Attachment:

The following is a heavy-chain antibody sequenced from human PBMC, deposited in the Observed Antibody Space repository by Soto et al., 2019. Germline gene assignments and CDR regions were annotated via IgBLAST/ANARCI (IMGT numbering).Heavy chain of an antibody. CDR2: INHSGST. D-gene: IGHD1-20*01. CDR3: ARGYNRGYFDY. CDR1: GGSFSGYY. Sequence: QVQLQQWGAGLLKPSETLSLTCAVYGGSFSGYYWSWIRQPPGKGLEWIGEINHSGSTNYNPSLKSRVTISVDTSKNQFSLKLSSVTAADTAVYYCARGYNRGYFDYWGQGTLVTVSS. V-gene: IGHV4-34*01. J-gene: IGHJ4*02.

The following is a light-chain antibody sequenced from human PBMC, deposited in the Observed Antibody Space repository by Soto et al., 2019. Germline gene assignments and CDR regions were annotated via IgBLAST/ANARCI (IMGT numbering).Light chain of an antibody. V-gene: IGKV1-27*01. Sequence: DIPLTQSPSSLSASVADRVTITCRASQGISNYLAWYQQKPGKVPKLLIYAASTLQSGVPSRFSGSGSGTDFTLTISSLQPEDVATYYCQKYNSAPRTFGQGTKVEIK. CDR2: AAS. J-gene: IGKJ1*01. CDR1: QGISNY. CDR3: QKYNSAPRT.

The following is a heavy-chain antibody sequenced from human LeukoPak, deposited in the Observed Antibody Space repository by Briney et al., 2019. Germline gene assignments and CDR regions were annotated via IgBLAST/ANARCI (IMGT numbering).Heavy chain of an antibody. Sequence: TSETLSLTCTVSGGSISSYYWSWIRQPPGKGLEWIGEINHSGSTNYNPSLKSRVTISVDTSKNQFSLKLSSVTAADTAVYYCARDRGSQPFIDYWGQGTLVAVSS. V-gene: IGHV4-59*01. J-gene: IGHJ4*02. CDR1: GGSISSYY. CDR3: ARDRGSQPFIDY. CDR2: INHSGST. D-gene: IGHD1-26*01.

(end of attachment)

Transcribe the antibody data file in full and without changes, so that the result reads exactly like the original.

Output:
The following is a heavy-chain antibody sequenced from human PBMC, deposited in the Observed Antibody Space repository by Soto et al., 2019. Germline gene assignments and CDR regions were annotated via IgBLAST/ANARCI (IMGT numbering).Heavy chain of an antibody. CDR2: INHSGST. D-gene: IGHD1-20*01. CDR3: ARGYNRGYFDY. CDR1: GGSFSGYY. Sequence: QVQLQQWGAGLLKPSETLSLTCAVYGGSFSGYYWSWIRQPPGKGLEWIGEINHSGSTNYNPSLKSRVTISVDTSKNQFSLKLSSVTAADTAVYYCARGYNRGYFDYWGQGTLVTVSS. V-gene: IGHV4-34*01. J-gene: IGHJ4*02.

The following is a light-chain antibody sequenced from human PBMC, deposited in the Observed Antibody Space repository by Soto et al., 2019. Germline gene assignments and CDR regions were annotated via IgBLAST/ANARCI (IMGT numbering).Light chain of an antibody. V-gene: IGKV1-27*01. Sequence: DIPLTQSPSSLSASVADRVTITCRASQGISNYLAWYQQKPGKVPKLLIYAASTLQSGVPSRFSGSGSGTDFTLTISSLQPEDVATYYCQKYNSAPRTFGQGTKVEIK. CDR2: AAS. J-gene: IGKJ1*01. CDR1: QGISNY. CDR3: QKYNSAPRT.

The following is a heavy-chain antibody sequenced from human LeukoPak, deposited in the Observed Antibody Space repository by Briney et al., 2019. Germline gene assignments and CDR regions were annotated via IgBLAST/ANARCI (IMGT numbering).Heavy chain of an antibody. Sequence: TSETLSLTCTVSGGSISSYYWSWIRQPPGKGLEWIGEINHSGSTNYNPSLKSRVTISVDTSKNQFSLKLSSVTAADTAVYYCARDRGSQPFIDYWGQGTLVAVSS. V-gene: IGHV4-59*01. J-gene: IGHJ4*02. CDR1: GGSISSYY. CDR3: ARDRGSQPFIDY. CDR2: INHSGST. D-gene: IGHD1-26*01.